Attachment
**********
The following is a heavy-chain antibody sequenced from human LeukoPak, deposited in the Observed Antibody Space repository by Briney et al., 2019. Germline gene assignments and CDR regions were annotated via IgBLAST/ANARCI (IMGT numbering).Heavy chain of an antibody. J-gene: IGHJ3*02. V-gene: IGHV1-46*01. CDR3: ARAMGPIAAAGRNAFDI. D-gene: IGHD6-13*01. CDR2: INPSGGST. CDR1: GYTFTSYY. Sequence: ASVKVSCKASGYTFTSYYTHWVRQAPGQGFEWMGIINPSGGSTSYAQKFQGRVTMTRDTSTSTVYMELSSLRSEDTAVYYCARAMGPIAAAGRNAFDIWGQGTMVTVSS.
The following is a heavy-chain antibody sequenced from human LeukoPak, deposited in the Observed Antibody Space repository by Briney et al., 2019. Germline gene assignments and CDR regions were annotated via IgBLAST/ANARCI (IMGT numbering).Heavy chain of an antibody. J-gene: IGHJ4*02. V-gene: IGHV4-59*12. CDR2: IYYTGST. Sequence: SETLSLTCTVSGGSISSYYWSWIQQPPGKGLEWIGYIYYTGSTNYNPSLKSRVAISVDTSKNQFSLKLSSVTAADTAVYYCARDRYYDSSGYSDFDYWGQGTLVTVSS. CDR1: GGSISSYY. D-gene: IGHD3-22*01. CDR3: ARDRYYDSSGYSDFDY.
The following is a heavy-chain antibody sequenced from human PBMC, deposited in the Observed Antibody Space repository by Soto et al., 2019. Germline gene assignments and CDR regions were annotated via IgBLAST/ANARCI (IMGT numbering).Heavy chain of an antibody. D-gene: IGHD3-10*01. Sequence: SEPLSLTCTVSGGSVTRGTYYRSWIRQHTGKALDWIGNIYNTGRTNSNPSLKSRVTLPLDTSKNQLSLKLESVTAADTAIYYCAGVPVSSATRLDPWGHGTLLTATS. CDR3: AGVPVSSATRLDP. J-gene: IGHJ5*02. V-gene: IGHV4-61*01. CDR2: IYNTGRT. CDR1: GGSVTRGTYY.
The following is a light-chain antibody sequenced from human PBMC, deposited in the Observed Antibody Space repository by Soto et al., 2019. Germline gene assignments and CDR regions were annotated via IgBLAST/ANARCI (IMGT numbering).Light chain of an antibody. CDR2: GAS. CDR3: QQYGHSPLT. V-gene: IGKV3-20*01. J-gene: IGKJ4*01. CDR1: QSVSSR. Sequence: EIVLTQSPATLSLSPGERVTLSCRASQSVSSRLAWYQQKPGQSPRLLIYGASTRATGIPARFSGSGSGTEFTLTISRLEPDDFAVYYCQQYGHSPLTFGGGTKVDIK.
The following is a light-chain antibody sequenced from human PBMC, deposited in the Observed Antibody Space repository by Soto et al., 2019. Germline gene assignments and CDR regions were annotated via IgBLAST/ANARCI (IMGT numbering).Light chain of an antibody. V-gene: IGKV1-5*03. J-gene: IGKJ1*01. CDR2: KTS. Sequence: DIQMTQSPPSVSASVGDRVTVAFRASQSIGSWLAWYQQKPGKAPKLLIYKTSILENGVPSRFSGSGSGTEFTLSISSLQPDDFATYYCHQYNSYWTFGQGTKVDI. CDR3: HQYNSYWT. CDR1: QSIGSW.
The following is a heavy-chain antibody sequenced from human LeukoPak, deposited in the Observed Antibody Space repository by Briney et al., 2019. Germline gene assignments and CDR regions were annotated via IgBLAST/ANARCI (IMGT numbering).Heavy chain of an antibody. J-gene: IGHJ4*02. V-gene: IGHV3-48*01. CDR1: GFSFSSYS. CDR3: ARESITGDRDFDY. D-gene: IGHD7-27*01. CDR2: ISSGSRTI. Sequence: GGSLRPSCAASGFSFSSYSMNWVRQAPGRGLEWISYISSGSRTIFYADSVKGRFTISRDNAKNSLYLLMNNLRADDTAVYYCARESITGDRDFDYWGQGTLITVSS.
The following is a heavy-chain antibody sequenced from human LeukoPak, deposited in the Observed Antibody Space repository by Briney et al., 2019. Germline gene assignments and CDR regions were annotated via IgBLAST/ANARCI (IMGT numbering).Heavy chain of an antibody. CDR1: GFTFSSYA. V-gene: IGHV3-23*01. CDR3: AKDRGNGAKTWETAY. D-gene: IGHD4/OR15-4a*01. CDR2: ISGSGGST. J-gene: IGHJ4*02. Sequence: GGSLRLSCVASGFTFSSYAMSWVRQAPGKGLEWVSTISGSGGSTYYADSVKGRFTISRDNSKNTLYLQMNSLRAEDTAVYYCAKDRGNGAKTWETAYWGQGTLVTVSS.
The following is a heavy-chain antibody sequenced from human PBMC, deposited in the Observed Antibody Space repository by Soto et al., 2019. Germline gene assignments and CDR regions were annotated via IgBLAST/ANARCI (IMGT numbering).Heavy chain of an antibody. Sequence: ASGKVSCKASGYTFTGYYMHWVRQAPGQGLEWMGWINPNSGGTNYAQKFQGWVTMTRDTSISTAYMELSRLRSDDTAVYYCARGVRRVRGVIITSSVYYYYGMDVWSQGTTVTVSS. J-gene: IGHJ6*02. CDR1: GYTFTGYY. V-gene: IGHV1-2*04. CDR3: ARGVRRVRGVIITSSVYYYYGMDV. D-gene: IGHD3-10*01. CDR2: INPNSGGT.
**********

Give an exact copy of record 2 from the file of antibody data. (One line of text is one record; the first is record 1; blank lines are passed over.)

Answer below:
The following is a heavy-chain antibody sequenced from human LeukoPak, deposited in the Observed Antibody Space repository by Briney et al., 2019. Germline gene assignments and CDR regions were annotated via IgBLAST/ANARCI (IMGT numbering).Heavy chain of an antibody. J-gene: IGHJ4*02. V-gene: IGHV4-59*12. CDR2: IYYTGST. Sequence: SETLSLTCTVSGGSISSYYWSWIQQPPGKGLEWIGYIYYTGSTNYNPSLKSRVAISVDTSKNQFSLKLSSVTAADTAVYYCARDRYYDSSGYSDFDYWGQGTLVTVSS. CDR1: GGSISSYY. D-gene: IGHD3-22*01. CDR3: ARDRYYDSSGYSDFDY.